The tattoo was detailed, intricate, created by an artist’s hands. The design covered his entire forearm, running from wrist to elbow. The ink was of a single dark color, just short of black. The tattoo appeared to be an elaborate woven design of vines and rope, but upon further examination, lettering of a language he had never seen came into a focus like an optical illusion revealed to the mind’s eye.

As he studied the detail, his mind searched back, and the absence of memory scared him. He had no recollection of needles on his skin, of being drunk, of being a fool. He did have a tattoo of a dancing skeleton on his right hip, a drunken mistake made when he was eighteen. He and two friends had them done at three in the morning on the Jersey shore, the alcohol-induced foolishness of youth. To this day, only Mia and four ex-girlfriends were aware of its existence; not even his parents knew. But the small skeleton on his hip was forever undercover; the markings that covered his arm couldn’t be concealed, couldn’t be hidden for long.

Jack turned on the hot water, running his arm through the scalding stream, the underlying skin growing crimson, making the artwork pop. He rubbed his forearm with a bar of soap, grabbed the washcloth, and scrubbed his skin raw. But it was to no avail. The markings were deep … and permanent. Mia was going to be furious.

But the surprise of the tattoo and the facial wounds was quickly forgotten as he removed his robe.

The shock of what he saw sent panic running through him, and he nearly collapsed to the tile floor. The wound was like nothing he had ever seen—black, haphazard stitches holding a dime-sized wound together, dark blue bruises radiating out from its center.

He tilted it toward the mirror and felt nausea rise in him. Something had pierced his shoulder just below the lower left collarbone, and he had no memory of it. There was no question; the improvised checkerboard stitches were not done by a physician. He ran his finger close to it and nearly doubled over in pain, as if he had just felt the bullet make contact.

Without thought, he reached into the cabinet and grabbed the bottle of peroxide, poured it over the wound, and then applied a wide mesh bandage over it. He raced to his closet and quickly dressed in a pair of jeans and a long-sleeved button-down shirt. As he slipped on a pair of shoes, he saw a pair of dress pants, muddy and wet in a ball in the corner. Picking them up only proved to cloud his mind further as they were torn and ruined. He couldn’t remember wearing them, but when he reached into the pockets, he found them filled with his personal effects, proving that, despite his lack of memory, he had worn them recently.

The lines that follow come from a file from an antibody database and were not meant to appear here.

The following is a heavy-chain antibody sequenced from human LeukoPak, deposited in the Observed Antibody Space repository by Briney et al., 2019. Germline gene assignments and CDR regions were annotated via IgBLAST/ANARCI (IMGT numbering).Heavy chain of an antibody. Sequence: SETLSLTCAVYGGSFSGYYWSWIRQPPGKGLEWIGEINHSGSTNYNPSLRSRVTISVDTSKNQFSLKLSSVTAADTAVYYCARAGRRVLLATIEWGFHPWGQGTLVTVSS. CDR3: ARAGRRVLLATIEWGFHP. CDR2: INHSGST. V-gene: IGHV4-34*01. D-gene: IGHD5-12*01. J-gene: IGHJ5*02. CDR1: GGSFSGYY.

Jack pulled out his wallet from the wet pocket and checked its contents: nothing missing. He found twenty dollars, some change, and the small blue jewelry box that Mia had given him the week before. Opening it, he found it to contain not the cross she had bought him but her pearl choker, the one he had given to her on her birthday three months earlier. Without further thought, he tucked it all in his pocket and raced downstairs.

He picked up the phone and quickly dialed Mia’s cell. Usually known for a calm demeanor and a clear head in a crisis, Jack was in a full-blown panic, his mind on the verge of a nervous breakdown. He had no recollection of receiving the wounds on his body, no memory of what had occurred the night before or even yesterday, now that he thought on it. His mind was slipping through his fingers, and there was only one person he could turn to.

Mia’s cell phone rang once, twice, three times before going to voice mail, and just as Jack began to leave a message, his eyes were drawn to the kitchen counter … to the newspaper that lay there.

He zeroed in on the large center photo, the artificially lit nighttime photo of a bridge, the guard rail missing, black tire marks on the roadway disappearing over the edge.

And above it all, the headline screamed across the page:

New York City District Attorney Jack Keeler Dead

© 2011 Richard Doetsch

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Customer Reviews

Average Rating 3.5
( 13 )
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Sort by: Showing all of 13 Customer Reviews
  • Posted October 10, 2011

    Confusing and boring

    Even though I've finished reading the book, I'm not sure what happened. From obscure characters that were introduced and then never reeappeared until the end when you had forgotten who they were, to flashbacks that make no sense whatsoever, this book is a long, rambling, chaotic tale about nothing. A waste of time and money.

    1 out of 1 people found this review helpful.

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  • Posted September 19, 2011

    more from this reviewer

    a fascinating taut twister filled with numerous spins